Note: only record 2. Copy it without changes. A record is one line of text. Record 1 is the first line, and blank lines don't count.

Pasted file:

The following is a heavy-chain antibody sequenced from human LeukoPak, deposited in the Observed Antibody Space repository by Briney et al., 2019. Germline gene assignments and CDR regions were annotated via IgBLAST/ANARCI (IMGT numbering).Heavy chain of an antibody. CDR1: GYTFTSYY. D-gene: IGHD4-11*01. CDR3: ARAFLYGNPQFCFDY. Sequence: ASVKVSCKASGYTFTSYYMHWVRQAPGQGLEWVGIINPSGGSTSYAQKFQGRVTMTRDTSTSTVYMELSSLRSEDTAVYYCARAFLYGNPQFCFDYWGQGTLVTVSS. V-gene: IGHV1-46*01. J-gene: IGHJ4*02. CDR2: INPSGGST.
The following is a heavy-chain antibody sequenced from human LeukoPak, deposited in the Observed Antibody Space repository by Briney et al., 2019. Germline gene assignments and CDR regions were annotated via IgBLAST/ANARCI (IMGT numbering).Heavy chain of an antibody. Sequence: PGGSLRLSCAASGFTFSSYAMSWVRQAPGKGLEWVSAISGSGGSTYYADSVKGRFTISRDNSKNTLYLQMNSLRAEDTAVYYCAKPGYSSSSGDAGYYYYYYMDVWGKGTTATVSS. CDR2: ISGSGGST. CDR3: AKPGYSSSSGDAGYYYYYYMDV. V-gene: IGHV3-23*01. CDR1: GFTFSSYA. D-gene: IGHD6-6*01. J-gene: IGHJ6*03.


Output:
The following is a heavy-chain antibody sequenced from human LeukoPak, deposited in the Observed Antibody Space repository by Briney et al., 2019. Germline gene assignments and CDR regions were annotated via IgBLAST/ANARCI (IMGT numbering).Heavy chain of an antibody. Sequence: PGGSLRLSCAASGFTFSSYAMSWVRQAPGKGLEWVSAISGSGGSTYYADSVKGRFTISRDNSKNTLYLQMNSLRAEDTAVYYCAKPGYSSSSGDAGYYYYYYMDVWGKGTTATVSS. CDR2: ISGSGGST. CDR3: AKPGYSSSSGDAGYYYYYYMDV. V-gene: IGHV3-23*01. CDR1: GFTFSSYA. D-gene: IGHD6-6*01. J-gene: IGHJ6*03.